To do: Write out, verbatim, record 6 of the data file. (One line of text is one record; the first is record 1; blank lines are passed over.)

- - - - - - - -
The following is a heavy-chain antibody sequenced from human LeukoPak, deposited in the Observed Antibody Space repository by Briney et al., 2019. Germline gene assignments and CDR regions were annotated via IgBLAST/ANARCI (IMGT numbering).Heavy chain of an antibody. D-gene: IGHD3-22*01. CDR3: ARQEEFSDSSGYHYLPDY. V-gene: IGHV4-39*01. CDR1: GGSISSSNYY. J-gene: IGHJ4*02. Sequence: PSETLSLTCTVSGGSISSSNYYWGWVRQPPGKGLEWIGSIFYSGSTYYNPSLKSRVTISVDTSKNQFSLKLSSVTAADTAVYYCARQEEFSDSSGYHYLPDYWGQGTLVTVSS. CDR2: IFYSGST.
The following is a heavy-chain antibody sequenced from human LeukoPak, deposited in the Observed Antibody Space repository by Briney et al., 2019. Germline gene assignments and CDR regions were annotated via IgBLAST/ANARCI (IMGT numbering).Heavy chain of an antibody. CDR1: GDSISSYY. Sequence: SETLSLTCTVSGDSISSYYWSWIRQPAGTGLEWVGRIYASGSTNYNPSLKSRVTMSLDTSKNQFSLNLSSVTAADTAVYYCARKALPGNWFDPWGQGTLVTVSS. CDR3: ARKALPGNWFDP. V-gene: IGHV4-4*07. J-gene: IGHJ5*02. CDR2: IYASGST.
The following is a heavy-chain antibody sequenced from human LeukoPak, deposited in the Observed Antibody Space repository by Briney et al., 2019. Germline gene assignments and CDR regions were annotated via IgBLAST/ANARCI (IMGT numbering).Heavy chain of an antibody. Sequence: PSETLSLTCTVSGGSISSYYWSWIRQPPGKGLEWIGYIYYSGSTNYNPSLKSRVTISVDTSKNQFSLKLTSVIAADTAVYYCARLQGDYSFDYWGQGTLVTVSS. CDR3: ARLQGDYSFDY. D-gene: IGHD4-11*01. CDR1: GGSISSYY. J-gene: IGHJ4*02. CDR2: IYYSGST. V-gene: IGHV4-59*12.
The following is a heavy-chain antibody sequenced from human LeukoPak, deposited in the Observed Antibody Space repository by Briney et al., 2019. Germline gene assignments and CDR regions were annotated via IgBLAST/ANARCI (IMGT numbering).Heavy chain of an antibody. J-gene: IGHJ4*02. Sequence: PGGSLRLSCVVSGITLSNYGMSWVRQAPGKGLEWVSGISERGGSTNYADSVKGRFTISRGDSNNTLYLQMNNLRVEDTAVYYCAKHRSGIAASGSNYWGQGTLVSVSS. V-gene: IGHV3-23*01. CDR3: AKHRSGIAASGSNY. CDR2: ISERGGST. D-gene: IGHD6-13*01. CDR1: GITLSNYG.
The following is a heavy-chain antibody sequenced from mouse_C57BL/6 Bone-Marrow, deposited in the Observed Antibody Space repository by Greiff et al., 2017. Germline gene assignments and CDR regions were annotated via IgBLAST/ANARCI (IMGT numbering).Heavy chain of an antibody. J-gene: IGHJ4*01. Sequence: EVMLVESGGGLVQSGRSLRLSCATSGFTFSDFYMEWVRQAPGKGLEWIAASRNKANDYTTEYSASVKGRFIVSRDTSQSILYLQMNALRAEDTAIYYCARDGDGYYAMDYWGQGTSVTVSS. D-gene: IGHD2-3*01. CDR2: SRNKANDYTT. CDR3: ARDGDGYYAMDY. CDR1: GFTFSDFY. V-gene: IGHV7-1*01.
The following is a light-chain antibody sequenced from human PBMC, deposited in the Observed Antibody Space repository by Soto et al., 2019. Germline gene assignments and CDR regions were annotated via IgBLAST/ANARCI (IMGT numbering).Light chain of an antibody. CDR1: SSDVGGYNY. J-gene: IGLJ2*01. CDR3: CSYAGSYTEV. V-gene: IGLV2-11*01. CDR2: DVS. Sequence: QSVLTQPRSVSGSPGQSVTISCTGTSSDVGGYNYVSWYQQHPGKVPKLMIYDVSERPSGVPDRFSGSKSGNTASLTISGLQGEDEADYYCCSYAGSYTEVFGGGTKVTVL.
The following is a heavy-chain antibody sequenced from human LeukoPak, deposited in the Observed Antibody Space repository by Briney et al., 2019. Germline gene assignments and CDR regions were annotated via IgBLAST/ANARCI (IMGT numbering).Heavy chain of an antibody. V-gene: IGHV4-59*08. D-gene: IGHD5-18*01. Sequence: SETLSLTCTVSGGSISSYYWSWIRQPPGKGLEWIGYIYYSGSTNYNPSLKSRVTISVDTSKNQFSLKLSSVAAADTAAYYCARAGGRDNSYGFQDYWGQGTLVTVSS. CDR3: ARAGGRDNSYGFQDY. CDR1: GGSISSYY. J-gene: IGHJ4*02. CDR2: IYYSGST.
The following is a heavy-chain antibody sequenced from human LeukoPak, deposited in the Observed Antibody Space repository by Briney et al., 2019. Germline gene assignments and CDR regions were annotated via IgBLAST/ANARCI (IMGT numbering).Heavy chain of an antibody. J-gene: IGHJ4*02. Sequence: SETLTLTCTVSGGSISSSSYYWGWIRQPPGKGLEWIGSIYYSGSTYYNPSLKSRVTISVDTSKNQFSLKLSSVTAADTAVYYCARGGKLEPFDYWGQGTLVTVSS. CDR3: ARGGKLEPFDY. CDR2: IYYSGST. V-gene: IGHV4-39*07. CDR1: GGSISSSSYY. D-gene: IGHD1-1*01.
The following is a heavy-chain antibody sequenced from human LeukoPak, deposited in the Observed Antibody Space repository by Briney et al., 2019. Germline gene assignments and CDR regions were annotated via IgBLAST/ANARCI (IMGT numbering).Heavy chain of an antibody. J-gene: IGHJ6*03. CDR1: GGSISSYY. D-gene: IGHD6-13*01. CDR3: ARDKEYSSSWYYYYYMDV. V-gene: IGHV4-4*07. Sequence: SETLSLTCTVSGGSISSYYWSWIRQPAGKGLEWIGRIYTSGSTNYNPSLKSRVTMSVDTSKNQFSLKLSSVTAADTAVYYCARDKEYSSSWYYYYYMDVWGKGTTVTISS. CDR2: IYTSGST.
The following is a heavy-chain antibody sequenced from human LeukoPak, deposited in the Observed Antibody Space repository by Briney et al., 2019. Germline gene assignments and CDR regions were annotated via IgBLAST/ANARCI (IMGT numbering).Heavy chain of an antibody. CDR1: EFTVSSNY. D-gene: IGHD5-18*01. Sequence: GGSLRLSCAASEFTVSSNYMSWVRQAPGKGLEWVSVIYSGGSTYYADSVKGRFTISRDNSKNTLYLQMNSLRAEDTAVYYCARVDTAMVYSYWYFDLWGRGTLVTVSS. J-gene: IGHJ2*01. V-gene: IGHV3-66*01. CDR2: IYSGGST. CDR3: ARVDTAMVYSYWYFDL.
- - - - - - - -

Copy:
The following is a light-chain antibody sequenced from human PBMC, deposited in the Observed Antibody Space repository by Soto et al., 2019. Germline gene assignments and CDR regions were annotated via IgBLAST/ANARCI (IMGT numbering).Light chain of an antibody. CDR1: SSDVGGYNY. J-gene: IGLJ2*01. CDR3: CSYAGSYTEV. V-gene: IGLV2-11*01. CDR2: DVS. Sequence: QSVLTQPRSVSGSPGQSVTISCTGTSSDVGGYNYVSWYQQHPGKVPKLMIYDVSERPSGVPDRFSGSKSGNTASLTISGLQGEDEADYYCCSYAGSYTEVFGGGTKVTVL.